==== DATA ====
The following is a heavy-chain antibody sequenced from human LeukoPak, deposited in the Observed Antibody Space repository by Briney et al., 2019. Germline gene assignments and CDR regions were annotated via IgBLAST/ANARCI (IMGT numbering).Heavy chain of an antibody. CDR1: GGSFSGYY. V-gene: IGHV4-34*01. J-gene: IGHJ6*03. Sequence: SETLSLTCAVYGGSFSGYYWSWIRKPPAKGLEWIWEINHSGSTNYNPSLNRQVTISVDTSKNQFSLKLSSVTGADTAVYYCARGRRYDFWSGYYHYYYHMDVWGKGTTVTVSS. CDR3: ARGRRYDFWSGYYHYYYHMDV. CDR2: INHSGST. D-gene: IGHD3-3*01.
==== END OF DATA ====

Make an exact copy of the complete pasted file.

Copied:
The following is a heavy-chain antibody sequenced from human LeukoPak, deposited in the Observed Antibody Space repository by Briney et al., 2019. Germline gene assignments and CDR regions were annotated via IgBLAST/ANARCI (IMGT numbering).Heavy chain of an antibody. CDR1: GGSFSGYY. V-gene: IGHV4-34*01. J-gene: IGHJ6*03. Sequence: SETLSLTCAVYGGSFSGYYWSWIRKPPAKGLEWIWEINHSGSTNYNPSLNRQVTISVDTSKNQFSLKLSSVTGADTAVYYCARGRRYDFWSGYYHYYYHMDVWGKGTTVTVSS. CDR3: ARGRRYDFWSGYYHYYYHMDV. CDR2: INHSGST. D-gene: IGHD3-3*01.